The rapid technology evolution is accelerating the pace of business change. New, sometimes disruptive competitors are emerging as the internet dissolves traditional market barriers. These newcomers are leveraging the latest technology to offer products and services that change customer expectations, creating pressure to meet new demands.
Organisations that have invested heavily to build up their own IT footprint for differentiation, only to find themselves out-manoeuvred by more agile competitors, now find themselves stuck: should they invest more in internally managed technology, or should they continue with their existing technology, and risk being supplanted by the competition?
Fortunately, there is a third option that lets organisations get the greatest value out of their existing infrastructure, while also tapping into the latest technology without having to worry about a large, upfront investment.
What is managed hybrid IT?
Managed hybrid IT is emerging as the architecture of choice for organisations that have already invested in on-premise or internally managed technology infrastructure, but want to leverage cloud technology to increase efficiency while lowering their total cost of ownership.
This emerging technology delivery model gives organisations the greatest value for money as well as the best performance, with the dedicated infrastructure on which managed services are based purpose-built for specific requirements.
As technology demands grow and associated costs balloon, the managed hybrid IT approach makes sense for businesses that want to outsource certain elements of their technology infrastructure. Moving to a managed hybrid IT model can solve a number of challenges companies may face. It lets them assemble a custom infrastructure, service, and delivery model for their business that can be changed at any time to meet evolving market and business conditions.
Outsource IT services
The managed hybrid IT model can include any number of outsourced IT services operating alongside existing internal systems. It reduces IT obsolescence risks, and can create a powerful and highly responsive infrastructure capability mix for a business. This is especially important in today’s climate where IT systems underpin almost every customer and supply-chain interaction.
However, as companies begin their managed hybrid IT journey, they should start by first establishing their core business strategies and goals. Once an organisation has identified why it wants to adopt managed hybrid IT, it can better determine the elements involved in the implementation of such a plan.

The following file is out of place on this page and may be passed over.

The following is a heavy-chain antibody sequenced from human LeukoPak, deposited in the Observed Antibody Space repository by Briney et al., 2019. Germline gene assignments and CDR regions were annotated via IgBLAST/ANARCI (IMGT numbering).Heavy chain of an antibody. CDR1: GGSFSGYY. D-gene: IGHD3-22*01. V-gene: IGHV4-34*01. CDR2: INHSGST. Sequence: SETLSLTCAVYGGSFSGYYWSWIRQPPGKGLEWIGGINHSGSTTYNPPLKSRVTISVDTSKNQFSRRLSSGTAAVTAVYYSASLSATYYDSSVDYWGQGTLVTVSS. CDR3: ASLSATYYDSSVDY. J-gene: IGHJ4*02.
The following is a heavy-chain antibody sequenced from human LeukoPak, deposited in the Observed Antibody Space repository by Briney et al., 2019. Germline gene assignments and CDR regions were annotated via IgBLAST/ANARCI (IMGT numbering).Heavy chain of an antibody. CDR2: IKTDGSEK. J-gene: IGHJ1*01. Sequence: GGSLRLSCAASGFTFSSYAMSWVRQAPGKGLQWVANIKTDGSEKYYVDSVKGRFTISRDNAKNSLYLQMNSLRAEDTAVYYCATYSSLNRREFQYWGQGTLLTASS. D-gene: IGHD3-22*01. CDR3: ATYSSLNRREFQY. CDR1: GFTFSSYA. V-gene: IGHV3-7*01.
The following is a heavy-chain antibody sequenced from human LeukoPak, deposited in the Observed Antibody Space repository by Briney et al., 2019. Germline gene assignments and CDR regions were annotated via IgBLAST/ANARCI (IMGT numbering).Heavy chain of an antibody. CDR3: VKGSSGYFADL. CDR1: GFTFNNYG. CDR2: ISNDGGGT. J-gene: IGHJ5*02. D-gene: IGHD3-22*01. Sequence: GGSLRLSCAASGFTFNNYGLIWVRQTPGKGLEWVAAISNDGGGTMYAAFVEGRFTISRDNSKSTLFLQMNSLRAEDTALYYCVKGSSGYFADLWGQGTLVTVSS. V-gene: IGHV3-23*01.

3 key questions for CEOs considering managed hybrid IT
1) What are your business drivers for change?
There is a broad range of business drivers for hybrid IT strategies. For example, it delivers flexibility, saves money, can help keep the business competitive, or help it grow quickly. Once an organisation determines its primary business goal, it can more clearly define which services to outsource first.
2) Who manages the new model?
Some companies choose to work with multiple IT services providers. However, to gain significant competitive advantage, companies will likely consolidate critical services with a best-of-breed provider. Companies should choose providers based on minimising risk and identify providers that are known for excellence in several service areas.
3) Where is the infrastructure located?
While on-premise, private clouds remain popular, public cloud adoption is a viable alternative for specific workloads. Companies need to determine what information they want to keep for internal or private cloud environments, and what data can be placed in a public cloud, in terms of privacy or safety requirements. Some needs can be met with either option, depending on where the provider’s data centre infrastructure is geographically located.
The old model of building and operating IT infrastructure internally is coming to an end, even if the infrastructure in question still has a lot of life left in it. This is why the managed hybrid IT approach stands as the best way forward for organisations that want to maintain their core strengths while also adopting new capabilities for a competitive edge.